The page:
Caged atoms in fullerenes made to order
Endohedral metallofullerenes—fullerenes enclosing metallic atoms within their interior—show interesting optical, electronic, and magnetic properties due to charge transfer from the metal to the carbon cage. They are also quite stable compared to pure fullerenes, which are highly reactive. The prototypical system, a trimetallic nitride enclosed in , is known to exhibit ordering of the endohedral unit. This raises the possibility of manipulating small clusters of endohedral fullerenes into ordered arrays where information can be stored by switching the orientation of endohedral units.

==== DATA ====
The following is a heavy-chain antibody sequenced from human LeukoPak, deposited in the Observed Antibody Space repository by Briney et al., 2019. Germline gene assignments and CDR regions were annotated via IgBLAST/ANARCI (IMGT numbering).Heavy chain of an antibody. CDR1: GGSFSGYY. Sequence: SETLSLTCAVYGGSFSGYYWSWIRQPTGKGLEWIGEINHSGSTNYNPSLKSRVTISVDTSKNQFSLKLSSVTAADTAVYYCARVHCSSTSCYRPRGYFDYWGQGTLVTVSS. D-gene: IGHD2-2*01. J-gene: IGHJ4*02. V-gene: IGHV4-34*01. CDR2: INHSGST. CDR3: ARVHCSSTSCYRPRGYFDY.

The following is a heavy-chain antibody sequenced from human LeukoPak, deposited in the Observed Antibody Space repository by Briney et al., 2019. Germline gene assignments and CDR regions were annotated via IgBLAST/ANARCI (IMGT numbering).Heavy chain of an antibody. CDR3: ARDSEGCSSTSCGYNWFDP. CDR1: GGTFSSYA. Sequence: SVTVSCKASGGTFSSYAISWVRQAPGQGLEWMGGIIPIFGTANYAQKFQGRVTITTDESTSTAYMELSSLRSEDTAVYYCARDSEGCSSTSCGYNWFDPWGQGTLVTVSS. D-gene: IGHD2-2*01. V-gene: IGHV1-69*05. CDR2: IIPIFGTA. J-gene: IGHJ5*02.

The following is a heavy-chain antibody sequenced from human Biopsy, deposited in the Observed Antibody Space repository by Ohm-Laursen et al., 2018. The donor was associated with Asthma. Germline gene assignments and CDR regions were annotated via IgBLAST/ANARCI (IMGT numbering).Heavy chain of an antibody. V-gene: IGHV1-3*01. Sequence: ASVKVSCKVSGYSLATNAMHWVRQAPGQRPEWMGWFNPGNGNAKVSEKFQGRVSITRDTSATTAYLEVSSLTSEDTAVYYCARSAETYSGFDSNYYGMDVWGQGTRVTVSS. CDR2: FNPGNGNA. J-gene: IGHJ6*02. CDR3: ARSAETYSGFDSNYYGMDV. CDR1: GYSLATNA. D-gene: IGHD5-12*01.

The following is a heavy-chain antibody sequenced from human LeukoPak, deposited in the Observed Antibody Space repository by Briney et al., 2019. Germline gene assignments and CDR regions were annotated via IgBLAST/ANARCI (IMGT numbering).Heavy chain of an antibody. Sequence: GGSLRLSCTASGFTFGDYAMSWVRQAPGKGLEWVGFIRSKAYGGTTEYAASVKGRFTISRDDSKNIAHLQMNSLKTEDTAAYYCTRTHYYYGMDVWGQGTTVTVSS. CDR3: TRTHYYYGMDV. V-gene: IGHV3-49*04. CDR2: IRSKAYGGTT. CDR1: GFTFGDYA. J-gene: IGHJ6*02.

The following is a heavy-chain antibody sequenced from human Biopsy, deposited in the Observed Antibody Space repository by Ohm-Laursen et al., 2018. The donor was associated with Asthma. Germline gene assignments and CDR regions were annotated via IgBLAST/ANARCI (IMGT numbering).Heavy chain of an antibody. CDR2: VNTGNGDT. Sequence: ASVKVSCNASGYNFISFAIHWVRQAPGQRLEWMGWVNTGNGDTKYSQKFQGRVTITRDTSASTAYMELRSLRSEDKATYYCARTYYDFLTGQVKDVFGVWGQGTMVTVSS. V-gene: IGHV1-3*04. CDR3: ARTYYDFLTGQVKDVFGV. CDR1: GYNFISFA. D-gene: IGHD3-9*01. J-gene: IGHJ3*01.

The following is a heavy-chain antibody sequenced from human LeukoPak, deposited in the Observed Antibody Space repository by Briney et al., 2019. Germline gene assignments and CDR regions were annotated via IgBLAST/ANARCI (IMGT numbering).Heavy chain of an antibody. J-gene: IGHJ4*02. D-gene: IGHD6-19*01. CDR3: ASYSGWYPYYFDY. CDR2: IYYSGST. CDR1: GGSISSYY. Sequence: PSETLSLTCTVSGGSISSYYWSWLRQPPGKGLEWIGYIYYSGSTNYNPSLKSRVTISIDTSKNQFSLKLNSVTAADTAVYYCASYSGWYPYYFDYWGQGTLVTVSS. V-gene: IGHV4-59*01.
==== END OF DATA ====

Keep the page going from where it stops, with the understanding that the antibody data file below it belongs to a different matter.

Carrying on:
Presenting their work as a Rapid Communication in Physical Review B, Matthias Treier and collaborators from Switzerland, Germany, and China have carried out a detailed study of (sub-) monolayers of endohedral trimetallic nitride fullerene in on using scanning tunneling microscopy (STM) and resonant x-ray photoelectron diffraction. Treier et al. find that these objects form an ordered superstructure on the template, with both the carbon cage and the endohedral unit ordered with respect to the substrate. High-resolution STM images find three rotationally equivalent molecular orientations of the cage with equally oriented molecules forming small domains of 5–15 molecules within larger islands. The data show that, while nitrogen remains near the center of the cage, the unit takes at least two inequivalent orientations in the cages on the substrate. These findings open the way for exploring the manipulation of the endohedral orientation via external fields for nanoscale information storage. – Sarma Kancharla